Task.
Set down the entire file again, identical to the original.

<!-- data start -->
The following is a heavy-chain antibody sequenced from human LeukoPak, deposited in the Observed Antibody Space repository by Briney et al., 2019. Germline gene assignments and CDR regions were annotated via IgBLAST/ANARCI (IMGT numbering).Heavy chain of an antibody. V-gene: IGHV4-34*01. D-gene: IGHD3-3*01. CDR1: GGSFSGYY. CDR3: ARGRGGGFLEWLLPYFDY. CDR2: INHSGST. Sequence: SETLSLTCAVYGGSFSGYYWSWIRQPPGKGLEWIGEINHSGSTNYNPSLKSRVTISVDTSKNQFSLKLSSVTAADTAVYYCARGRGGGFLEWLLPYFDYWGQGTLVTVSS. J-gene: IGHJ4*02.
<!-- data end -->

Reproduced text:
The following is a heavy-chain antibody sequenced from human LeukoPak, deposited in the Observed Antibody Space repository by Briney et al., 2019. Germline gene assignments and CDR regions were annotated via IgBLAST/ANARCI (IMGT numbering).Heavy chain of an antibody. V-gene: IGHV4-34*01. D-gene: IGHD3-3*01. CDR1: GGSFSGYY. CDR3: ARGRGGGFLEWLLPYFDY. CDR2: INHSGST. Sequence: SETLSLTCAVYGGSFSGYYWSWIRQPPGKGLEWIGEINHSGSTNYNPSLKSRVTISVDTSKNQFSLKLSSVTAADTAVYYCARGRGGGFLEWLLPYFDYWGQGTLVTVSS. J-gene: IGHJ4*02.